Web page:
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The Queue: Dirk Joseph

Get to know the people featured in the pages of our magazine as they share what's inspiring them right now.

The Queue: Dirk Joseph

Get to know the people featured in the pages of our magazine as they share what's inspiring them right now.
Winter 2024 issue of American Craft magazine
Dirk Joseph with his painting Fractal Being, 2023, acrylic on canvas. Photo by Dirk Joseph.

Dirk Joseph with his painting Fractal Being, 2023, acrylic on canvas. Photo by Dirk Joseph.

Rear view of Feel, a 2020 crankie by Joseph, altered wooden dresser drawer, dowels, Masonite, wire, cardboard, tracing paper, 39 x 29 x 10 in. Photo by Dirk Joseph.

Rear view of Feel, a 2020 crankie by Joseph, altered wooden dresser drawer, dowels, Masonite, wire, cardboard, tracing paper, 39 x 29 x 10 in. Photo by Dirk Joseph.

 

Dirk Joseph tells stories—of inner worlds, the sacred, and the possibilities of dreams—with paint, paper, and puppets.
Baltimore-based multimedia artist and arts educator Dirk Joseph creates paintings and cast paper sculptures depicting the sacred, mystical, and natural worlds. He’s also a puppeteer and crankie artist, who founded String Theory Theater and performs with his daughters Koi and Azaria. He was introduced to crankies, a form of visual storytelling using handmade scrolls, by Valeska Populoh, a fellow Baltimorean whose mother, Ursula, also practices the art form. A storyteller and performer since childhood, he uses his performances and art practice as a means to actualize dreams and ideas. “I thought of art and play as the same thing, a ritual to indulge the imagination in crafting simulations of reality that would then resonate into reality,” Joseph says. His new puppet show Defrag, supported by a grant from the Jim Henson Foundation, premiered at Black Cherry Puppet Theater in Baltimore, a crankie epicenter, in early November. Sarah Jane Nelson wrote about Joseph and other members of the tight-knit crankie community in “Hand Turned Tales” in the Winter 2024 issue of American Craft.

dirkjart.com | @dirkjart

 

How do you describe your work or practice in 50 words or less?
I am primarily a painter working in acrylic on canvas and wood. I create low-relief sculptures. I also am a storyteller through puppetry, animation, and film. I have several recurring themes that I work with, including bridging ancient and modern mythic images and concepts.

Tell us about the first piece of puppetry that captivated you. What about it drew you in?
When I was around 4, I was captivated by Sesame Street and inspired to make my own sock and paper bag puppets, but it wasn’t until 2014, when I saw Baltimore artist Schroeder Cherry perform a puppet show about the Underground Railroad, that I felt inspired to create performances for audiences.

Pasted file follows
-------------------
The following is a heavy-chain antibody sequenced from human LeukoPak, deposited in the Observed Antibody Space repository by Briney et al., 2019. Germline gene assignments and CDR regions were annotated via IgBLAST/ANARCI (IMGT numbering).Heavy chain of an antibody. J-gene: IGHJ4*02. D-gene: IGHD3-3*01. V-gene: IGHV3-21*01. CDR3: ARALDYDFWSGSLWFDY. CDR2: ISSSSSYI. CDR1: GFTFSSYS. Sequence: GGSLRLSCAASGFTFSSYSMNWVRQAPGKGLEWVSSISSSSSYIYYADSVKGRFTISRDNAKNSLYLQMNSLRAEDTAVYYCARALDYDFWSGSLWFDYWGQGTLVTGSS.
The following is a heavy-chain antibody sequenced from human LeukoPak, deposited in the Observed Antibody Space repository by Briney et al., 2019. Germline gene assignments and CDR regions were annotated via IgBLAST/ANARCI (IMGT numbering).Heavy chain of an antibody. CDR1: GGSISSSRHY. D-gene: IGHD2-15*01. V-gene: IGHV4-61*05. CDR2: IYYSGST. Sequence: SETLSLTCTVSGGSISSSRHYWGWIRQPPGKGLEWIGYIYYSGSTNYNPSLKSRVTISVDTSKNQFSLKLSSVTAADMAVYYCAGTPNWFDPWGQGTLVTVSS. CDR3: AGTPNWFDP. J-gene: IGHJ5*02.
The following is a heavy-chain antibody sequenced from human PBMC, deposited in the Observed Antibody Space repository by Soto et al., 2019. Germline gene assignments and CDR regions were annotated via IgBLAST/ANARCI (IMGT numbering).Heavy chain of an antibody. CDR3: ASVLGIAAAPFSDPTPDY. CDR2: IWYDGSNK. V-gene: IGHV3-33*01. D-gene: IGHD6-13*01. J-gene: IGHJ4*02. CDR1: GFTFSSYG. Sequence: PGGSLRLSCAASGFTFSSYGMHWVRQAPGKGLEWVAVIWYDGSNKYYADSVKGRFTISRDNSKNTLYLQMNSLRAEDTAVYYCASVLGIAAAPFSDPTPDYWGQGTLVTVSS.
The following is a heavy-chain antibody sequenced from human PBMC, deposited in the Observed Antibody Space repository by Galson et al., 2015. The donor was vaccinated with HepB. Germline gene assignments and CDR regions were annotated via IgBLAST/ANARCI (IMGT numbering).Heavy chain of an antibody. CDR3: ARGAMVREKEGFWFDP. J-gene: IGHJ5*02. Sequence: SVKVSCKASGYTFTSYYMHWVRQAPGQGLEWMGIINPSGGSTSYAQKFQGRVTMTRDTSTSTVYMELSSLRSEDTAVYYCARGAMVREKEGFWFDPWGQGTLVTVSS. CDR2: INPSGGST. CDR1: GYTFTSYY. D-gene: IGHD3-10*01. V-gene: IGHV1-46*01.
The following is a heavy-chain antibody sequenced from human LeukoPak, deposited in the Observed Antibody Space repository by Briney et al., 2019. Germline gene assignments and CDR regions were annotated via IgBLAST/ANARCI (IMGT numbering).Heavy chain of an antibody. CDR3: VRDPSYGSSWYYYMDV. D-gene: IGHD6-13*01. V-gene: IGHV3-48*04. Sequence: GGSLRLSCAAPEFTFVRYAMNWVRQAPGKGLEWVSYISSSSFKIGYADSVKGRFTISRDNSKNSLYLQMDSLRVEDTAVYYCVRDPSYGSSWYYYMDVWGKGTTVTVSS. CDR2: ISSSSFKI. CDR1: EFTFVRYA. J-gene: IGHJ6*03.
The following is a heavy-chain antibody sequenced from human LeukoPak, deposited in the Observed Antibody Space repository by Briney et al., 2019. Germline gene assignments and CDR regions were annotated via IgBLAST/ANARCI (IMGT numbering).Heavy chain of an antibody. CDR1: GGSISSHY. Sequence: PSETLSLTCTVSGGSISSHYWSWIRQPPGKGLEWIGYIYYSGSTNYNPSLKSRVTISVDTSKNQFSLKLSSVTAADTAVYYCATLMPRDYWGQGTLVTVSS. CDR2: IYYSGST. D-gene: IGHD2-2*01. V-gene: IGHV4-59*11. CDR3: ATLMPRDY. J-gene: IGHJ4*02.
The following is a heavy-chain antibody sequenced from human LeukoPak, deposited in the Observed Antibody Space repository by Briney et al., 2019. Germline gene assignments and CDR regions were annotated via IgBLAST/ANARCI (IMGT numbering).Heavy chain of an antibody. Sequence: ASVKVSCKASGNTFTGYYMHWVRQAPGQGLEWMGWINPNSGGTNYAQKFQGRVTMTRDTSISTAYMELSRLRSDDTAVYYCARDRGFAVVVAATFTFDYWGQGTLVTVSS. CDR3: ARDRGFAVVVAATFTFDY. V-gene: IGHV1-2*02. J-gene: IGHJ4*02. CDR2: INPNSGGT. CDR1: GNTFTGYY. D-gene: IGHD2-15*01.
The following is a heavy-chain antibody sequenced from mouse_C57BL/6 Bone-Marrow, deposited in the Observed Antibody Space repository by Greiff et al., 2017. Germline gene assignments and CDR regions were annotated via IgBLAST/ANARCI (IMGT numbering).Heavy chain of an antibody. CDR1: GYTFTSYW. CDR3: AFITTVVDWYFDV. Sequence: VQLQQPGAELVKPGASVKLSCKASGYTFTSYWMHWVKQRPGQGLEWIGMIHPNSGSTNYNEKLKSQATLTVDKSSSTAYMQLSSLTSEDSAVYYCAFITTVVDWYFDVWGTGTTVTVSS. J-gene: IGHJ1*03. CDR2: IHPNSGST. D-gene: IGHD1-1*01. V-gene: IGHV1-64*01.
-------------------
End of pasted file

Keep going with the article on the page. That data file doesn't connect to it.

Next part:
In addition to your puppetry work, you make relief sculptures using clay made from paper pulp. How did you come to this material? Why do you use it?
I stumbled upon this process while teaching myself how to make paper. I discovered how dense and strong a dried clump of pulp was. I experimented and eventually developed a process of making clay from post-consumer cardboard, and techniques for adding texture and detail.

What are your favorite tools in your tool kit, and how do you use them?
Besides my hands, my favorite physical tools are a large and old collection of paint brushes for painting stuff; utility knives for cutting cardboard; glue guns for assembling cardboard structures; and a jigsaw and drill for woodworking, creating substrates for relief sculptures, and puppet props.

Dirk Joseph and his daughter Rose performing Collab Story in 2023. Photo by Schroeder Cherry.

Dirk Joseph and his daughter Rose performing Collab Story in 2023. Photo by Schroeder Cherry.

If you could have work from any contemporary craft artist for your home, whose would it be and why?
Wangechi Mutu, a Kenyan-born American visual artist, known primarily for her painting, sculpture, film, and performance work. I particularly like her sculptures, though she also creates painting, collages, and animation. Her mythical imagery resonates with me. I doubt the pieces that I like would actually fit in my house though.

Which artists, exhibitions, or projects do you think the world should know about, and why?
Ugh, too many… Dr. Paulette Richards is a puppeteer, writer, and researcher. Her new book, Object Performance in the Black Atlantic, is a seminal work in the area of puppetry in the African diasporic community. And the Garden Art Party, an initiative in Baltimore that brings communities together in their local urban farms, to garden and break bread together, and create and enjoy art together.

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